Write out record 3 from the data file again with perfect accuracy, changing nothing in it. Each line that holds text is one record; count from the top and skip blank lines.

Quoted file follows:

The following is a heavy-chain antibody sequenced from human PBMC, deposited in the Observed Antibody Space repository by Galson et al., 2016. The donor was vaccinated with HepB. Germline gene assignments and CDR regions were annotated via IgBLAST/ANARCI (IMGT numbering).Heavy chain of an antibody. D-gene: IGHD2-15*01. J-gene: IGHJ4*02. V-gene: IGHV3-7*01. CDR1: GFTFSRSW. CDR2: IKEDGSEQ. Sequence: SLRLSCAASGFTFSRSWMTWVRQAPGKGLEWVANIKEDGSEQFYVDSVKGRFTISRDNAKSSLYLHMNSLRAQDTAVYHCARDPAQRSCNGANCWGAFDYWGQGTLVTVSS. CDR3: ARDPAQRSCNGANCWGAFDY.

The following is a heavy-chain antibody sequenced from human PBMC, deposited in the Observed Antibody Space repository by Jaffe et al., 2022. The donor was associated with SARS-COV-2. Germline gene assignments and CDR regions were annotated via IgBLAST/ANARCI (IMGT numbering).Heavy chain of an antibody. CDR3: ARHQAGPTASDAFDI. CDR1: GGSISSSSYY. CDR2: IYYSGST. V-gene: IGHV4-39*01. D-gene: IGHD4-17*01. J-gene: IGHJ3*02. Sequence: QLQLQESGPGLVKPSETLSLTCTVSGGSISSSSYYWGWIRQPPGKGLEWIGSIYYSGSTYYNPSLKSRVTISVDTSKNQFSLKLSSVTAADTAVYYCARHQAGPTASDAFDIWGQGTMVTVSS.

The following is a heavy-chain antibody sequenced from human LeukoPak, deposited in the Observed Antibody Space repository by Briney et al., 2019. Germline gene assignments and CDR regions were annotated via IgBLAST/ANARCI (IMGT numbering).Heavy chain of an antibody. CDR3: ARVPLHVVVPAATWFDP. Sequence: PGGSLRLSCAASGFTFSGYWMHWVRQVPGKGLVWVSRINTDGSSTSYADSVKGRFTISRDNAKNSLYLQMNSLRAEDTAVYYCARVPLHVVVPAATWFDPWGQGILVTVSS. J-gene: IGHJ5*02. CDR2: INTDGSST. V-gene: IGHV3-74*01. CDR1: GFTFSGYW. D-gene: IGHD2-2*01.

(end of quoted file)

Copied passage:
The following is a heavy-chain antibody sequenced from human LeukoPak, deposited in the Observed Antibody Space repository by Briney et al., 2019. Germline gene assignments and CDR regions were annotated via IgBLAST/ANARCI (IMGT numbering).Heavy chain of an antibody. CDR3: ARVPLHVVVPAATWFDP. Sequence: PGGSLRLSCAASGFTFSGYWMHWVRQVPGKGLVWVSRINTDGSSTSYADSVKGRFTISRDNAKNSLYLQMNSLRAEDTAVYYCARVPLHVVVPAATWFDPWGQGILVTVSS. J-gene: IGHJ5*02. CDR2: INTDGSST. V-gene: IGHV3-74*01. CDR1: GFTFSGYW. D-gene: IGHD2-2*01.